Posts Tagged ‘garbology’

The Mudlark

June 2, 2013

Rivers make excellent garbage cans.  Never in humanity’s 150,000 years has anyone had to think otherwise.  Never, until now.  So imagine the educational effort it’ll take to get Earth’s 7 billion people to do a 180̊ degree switch in just one generation. 

Still, some find advantage in garbage problems.  Like the dung beetle.  Or the mudlark.

The mudlark trolls about in riverbank muck looking for tiny fragments of treasure.  The Thames estuary around London, a major port with an ancient history, is a particularly rich source.  Tidal fluctuations constantly churn up centuries of junk.  Something new can be found on any given day.

18th and 19th century mudlarks collected junk for its resale value.  It was an extremely low end job to be sure, but it offered the possibility for a modicum of self-sufficiency.  By 1900 mudlark scavenging was no longer a legally sanctioned profession. 

Today there is a whole new population subset of mudlarks.  Professional and amateur archeology “garbologists” wade out, seeking to tell humanity’s story through it’s garbage.  But there are serious rules about modern mudlarking.  Anything completely above ground is fair game.  Anything that requires digging, even simply turning something over, requires permits.  Anything truly valuable must be reported.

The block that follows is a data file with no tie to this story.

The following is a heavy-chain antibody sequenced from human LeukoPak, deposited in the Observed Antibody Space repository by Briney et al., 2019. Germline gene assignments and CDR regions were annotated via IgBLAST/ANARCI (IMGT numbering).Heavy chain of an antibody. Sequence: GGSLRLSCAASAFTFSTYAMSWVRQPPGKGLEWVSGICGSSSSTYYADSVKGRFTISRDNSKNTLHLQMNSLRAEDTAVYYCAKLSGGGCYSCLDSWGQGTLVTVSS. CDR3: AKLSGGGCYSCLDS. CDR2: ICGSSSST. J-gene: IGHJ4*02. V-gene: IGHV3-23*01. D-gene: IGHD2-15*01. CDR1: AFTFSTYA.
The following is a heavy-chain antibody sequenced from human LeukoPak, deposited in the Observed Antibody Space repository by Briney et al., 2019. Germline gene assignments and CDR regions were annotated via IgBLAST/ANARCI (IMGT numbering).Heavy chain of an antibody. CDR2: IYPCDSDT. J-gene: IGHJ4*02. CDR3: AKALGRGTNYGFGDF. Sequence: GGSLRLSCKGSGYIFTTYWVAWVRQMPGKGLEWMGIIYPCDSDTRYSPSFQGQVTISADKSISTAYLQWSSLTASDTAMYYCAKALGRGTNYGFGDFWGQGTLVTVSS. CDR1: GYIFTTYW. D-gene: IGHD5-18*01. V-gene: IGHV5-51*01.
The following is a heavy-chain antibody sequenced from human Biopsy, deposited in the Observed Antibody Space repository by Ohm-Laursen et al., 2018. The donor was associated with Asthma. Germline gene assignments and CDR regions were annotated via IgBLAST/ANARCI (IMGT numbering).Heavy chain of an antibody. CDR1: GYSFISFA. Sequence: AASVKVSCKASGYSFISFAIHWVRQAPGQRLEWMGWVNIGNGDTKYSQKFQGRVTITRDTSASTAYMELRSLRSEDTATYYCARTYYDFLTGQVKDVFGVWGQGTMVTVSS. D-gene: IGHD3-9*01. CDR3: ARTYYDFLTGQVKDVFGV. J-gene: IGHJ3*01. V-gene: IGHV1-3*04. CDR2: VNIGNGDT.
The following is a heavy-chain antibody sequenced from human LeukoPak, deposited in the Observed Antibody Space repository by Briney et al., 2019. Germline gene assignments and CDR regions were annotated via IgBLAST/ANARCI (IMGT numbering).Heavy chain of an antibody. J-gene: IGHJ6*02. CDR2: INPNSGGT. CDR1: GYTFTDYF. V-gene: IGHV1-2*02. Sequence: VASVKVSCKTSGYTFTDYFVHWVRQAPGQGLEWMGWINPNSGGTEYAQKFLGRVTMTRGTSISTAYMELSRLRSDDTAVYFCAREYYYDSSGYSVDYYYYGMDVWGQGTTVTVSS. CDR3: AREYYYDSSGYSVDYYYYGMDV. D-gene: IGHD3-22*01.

A mudlark can easily amass buckets full of pottery shards, from Roman samian ware to Walmart rejects.  It takes a special person to recognize this mish-mash for the treasure it is.  But anyone who loves a good detective story should ask serious mudlarks about their finds.  See how they tease out stories from tantalizing tidbits.

Tens of thousands of little scraps of information.  Each is a tiny window peeking directly back into the past.  When put together, they form an impressive mosaic.

London.  Edward Rutherford.  Ballantine Books/London.  2002.

If These Pots Could Talk.  Ivor Noel Hume.  University Press of New Hampshire/Dover, NH.  2001.